A: How do you balance your work and personal life? Do you find it easy?

P: Balancing work and personal life is one of the biggest challenges in this profession. Architecture as a field requires a lot of dedication and passion, but it also demands a lot of time and energy. Sometimes I have to work long hours, travel frequently or deal with stressful situations. I have to manage deadlines, clients and teams. But I also love what I do and enjoy creating spaces that make a difference. I find it rewarding and fulfilling to see my ideas come to life and to make a positive impact on the world. To find a balance, I try to prioritise my tasks, delegate, manage my time and set my boundaries. I try to be efficient and productive at work, but also to know when to stop and take a break. I also make time for myself, my family and my friends. I do things that help me relax, recharge and reflect. Architecture is not just a job for me, I integrate it in my daily life and my travels. Traveling broadens my horizons and inspires me creatively.

A: Is there anything you wish you had known earlier in your career?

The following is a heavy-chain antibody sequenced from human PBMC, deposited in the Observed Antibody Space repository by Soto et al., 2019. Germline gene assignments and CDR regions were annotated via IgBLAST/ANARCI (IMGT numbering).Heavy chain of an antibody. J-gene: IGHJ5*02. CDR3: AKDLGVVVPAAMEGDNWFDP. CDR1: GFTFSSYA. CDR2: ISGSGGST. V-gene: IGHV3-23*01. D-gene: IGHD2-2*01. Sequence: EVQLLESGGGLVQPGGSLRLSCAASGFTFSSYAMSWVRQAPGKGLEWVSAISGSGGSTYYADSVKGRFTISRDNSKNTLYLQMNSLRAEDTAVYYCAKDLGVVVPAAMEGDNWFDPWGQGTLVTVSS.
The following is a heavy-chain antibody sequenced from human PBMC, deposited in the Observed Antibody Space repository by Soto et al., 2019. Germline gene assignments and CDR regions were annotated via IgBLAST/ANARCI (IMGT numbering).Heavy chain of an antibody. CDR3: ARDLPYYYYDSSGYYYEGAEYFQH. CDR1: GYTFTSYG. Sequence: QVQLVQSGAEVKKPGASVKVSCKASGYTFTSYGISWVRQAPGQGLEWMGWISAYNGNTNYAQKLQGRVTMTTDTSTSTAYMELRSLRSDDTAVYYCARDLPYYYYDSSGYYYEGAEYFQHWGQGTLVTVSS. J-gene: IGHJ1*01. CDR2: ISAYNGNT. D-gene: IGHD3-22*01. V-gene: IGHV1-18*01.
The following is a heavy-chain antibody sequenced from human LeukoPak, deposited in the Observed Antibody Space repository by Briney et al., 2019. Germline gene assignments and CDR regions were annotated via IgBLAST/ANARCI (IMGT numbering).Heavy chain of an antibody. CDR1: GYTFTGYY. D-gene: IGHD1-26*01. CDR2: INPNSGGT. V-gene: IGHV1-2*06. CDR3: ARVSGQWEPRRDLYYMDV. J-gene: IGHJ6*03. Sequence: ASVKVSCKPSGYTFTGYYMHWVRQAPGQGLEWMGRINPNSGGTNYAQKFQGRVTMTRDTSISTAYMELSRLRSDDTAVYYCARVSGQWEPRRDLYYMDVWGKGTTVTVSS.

P: That’s a tricky question because I have mixed feelings about it. On one hand, I think that experimenting, taking risks and making mistakes myself was beneficial for my learning process. It helped me learn what not to do and how to avoid repeating the same errors. It also helped me develop problem-solving skills and decision-making abilities. If everything was handed to me, I wouldn’t have gained those skills and abilities. But on the other hand, I also think that there is one thing that I would have done differently if I had known it earlier in my career. And that is to ask for help more often. When I started my own business, I was just a designer. I had the skills and the passion for design, but I didn’t have the knowledge or the experience for running a business. But after starting my own business, I had to be more than just a designer. I had to be an entrepreneur, a business owner, an accountant, a lawyer. I had to deal with things that were not related to design, but were essential for the success of my business. I tried to learn everything and do everything by myself. But that was not the best strategy. It was slow and inefficient. It was also stressful and exhausting. If I had hired the right people for those, it would have been faster and better.